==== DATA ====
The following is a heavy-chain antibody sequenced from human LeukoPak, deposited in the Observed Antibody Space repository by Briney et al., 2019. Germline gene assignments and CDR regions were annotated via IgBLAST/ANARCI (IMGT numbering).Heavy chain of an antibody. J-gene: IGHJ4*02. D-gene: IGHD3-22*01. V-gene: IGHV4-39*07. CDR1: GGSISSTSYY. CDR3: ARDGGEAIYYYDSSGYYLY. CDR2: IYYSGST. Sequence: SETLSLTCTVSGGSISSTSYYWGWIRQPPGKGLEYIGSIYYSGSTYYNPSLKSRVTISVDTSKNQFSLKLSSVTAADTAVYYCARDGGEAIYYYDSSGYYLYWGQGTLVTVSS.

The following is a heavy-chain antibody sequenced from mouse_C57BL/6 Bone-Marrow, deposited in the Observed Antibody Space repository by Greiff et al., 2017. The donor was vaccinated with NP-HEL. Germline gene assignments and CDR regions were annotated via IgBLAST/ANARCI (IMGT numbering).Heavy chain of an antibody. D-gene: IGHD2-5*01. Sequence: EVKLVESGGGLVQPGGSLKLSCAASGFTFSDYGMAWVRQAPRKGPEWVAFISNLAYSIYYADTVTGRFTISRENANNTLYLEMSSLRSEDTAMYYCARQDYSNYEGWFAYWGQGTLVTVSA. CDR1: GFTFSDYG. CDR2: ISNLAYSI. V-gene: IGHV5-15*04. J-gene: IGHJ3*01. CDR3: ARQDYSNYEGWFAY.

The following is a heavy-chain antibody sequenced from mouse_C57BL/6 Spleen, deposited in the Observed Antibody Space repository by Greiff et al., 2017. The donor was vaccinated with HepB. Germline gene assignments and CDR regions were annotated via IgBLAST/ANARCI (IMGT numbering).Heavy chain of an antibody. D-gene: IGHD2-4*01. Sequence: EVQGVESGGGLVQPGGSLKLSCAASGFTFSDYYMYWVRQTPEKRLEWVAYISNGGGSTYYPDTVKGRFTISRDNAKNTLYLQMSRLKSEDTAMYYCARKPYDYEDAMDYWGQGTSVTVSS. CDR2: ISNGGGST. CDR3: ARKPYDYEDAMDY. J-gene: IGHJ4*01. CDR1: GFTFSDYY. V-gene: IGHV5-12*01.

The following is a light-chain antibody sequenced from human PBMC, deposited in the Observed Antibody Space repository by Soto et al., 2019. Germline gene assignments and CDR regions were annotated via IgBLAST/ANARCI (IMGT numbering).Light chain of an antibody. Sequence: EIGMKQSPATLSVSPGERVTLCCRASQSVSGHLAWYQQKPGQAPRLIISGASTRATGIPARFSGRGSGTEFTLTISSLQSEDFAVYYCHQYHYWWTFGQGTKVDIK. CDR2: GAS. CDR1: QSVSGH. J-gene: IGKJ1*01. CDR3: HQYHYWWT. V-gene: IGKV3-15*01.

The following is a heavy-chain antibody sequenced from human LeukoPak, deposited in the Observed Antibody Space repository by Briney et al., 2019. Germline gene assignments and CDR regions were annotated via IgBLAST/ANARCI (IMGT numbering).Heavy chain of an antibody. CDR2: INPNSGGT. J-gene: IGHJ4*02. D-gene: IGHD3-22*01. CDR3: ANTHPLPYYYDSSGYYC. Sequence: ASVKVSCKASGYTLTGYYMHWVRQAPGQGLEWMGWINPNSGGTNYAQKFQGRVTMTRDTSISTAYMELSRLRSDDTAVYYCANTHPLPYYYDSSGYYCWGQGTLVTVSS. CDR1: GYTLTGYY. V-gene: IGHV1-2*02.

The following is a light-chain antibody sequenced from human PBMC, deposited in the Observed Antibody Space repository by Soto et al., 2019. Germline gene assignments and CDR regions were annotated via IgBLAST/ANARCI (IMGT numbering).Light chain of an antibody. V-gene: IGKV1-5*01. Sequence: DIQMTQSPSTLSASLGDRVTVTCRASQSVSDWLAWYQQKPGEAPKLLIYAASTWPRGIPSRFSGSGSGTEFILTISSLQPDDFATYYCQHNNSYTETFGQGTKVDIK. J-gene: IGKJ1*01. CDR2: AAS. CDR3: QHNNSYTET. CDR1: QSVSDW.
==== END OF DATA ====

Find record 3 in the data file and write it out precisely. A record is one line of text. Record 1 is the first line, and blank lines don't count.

The following is a heavy-chain antibody sequenced from mouse_C57BL/6 Spleen, deposited in the Observed Antibody Space repository by Greiff et al., 2017. The donor was vaccinated with HepB. Germline gene assignments and CDR regions were annotated via IgBLAST/ANARCI (IMGT numbering).Heavy chain of an antibody. D-gene: IGHD2-4*01. Sequence: EVQGVESGGGLVQPGGSLKLSCAASGFTFSDYYMYWVRQTPEKRLEWVAYISNGGGSTYYPDTVKGRFTISRDNAKNTLYLQMSRLKSEDTAMYYCARKPYDYEDAMDYWGQGTSVTVSS. CDR2: ISNGGGST. CDR3: ARKPYDYEDAMDY. J-gene: IGHJ4*01. CDR1: GFTFSDYY. V-gene: IGHV5-12*01.